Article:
A musical shift

For seven seasons, the mix of a cool, calm, easy-on-the-eye Stoan Seate (who took over from Pepsi Pokane) and good South African live music, has been the winning formula for SABC2’s Afro Café.

Things are about to change as the party moves from the Tuesday 10pm slot to Fridays at 9.30pm, but don’t pop the champagne yet ­because the risks are huge.

The music show will compete with Live on SABC1 and Seate will have to give pretty boy Sizwe Dhlomo a run for his money. However, ­creative director Letitia Masina is not concerned.

“The only similarity is that both shows focus on music. Afro Café is live to tape and the genres of music are different. Now and then the genres overlap, but we focus on live music and I don’t feel that we’ll be in competition with each other. All artists on the show perform with a live band,” says Masina.

The show was rated number one on the SABC2 Tuesday night line-up. It will now follow the legendary Johan Stemmet and Noot vir Noot in its new time slot.

Explains Masina: “We have a winning formula and we heeded our viewers’ requests to change it to a Friday night. They can stay up to watch the show since most people don’t work on a Saturday.”

If the Afro Café line-up over the next few months is anything to go by, the producers are not holding back.

“We have various ways of choosing who comes on to the show. We listen to the voice of our viewers. Some up-and-coming artists contact us and we research who is making an impact on the music scene and go from there,” they say.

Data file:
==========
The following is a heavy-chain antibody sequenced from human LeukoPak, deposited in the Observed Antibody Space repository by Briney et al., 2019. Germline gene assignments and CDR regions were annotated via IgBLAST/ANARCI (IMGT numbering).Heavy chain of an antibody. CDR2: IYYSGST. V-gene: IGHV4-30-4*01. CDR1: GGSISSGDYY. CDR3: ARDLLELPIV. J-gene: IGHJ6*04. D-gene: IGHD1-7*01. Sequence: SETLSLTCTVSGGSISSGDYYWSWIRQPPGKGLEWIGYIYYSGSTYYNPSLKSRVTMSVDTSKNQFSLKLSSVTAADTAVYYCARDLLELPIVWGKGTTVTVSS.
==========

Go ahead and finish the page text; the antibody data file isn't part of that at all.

They’ve clearly done their research in that ­regard. The man of the moment, Zakes Bantwini, along with the equally talented DJ Black Coffee, will kickstart the new time slot on Friday.

South African Music Award winner Judith Sephuma, will contend with the likes of a video from Khanyi Mbau on the youth channel – someone unlikely to even be nominated for the award.

Acts such as Yvonne Chaka Chaka, Ringo ­Madlingozi and Mbongeni Ngema are also set to perform over the coming weeks, proving that the show has established its pulling power.

However, the lines do get blurred when it comes to artists such as Theo Kgosinkwe, who can cross over into any market, young or old, as can be seen in the case of Afro-pop pair Malaika.

Whether or not HHP, Slikour or Khuli Chana would get a warm reception at Afro Café ­remains to be seen.

Despite Masina’s confidence, there is no doubt that the two shows will be compared. Afro Café has thrown down the gauntlet with its first episode, while Live’s cult status will be a thorn in their flesh.

Let’s not forget that Live has three pretty faces in the form of Dhlomo, Bonang Matheba and Minenhle Dlamini.

Nokuthula Msimang, commissioning editor for SABC2, concedes that viewers may switch between the channels, but says the shows target two very different audiences.

Whatever happens, it’s comforting to know that local music has at least two decent ­platforms on which to showcase itself.

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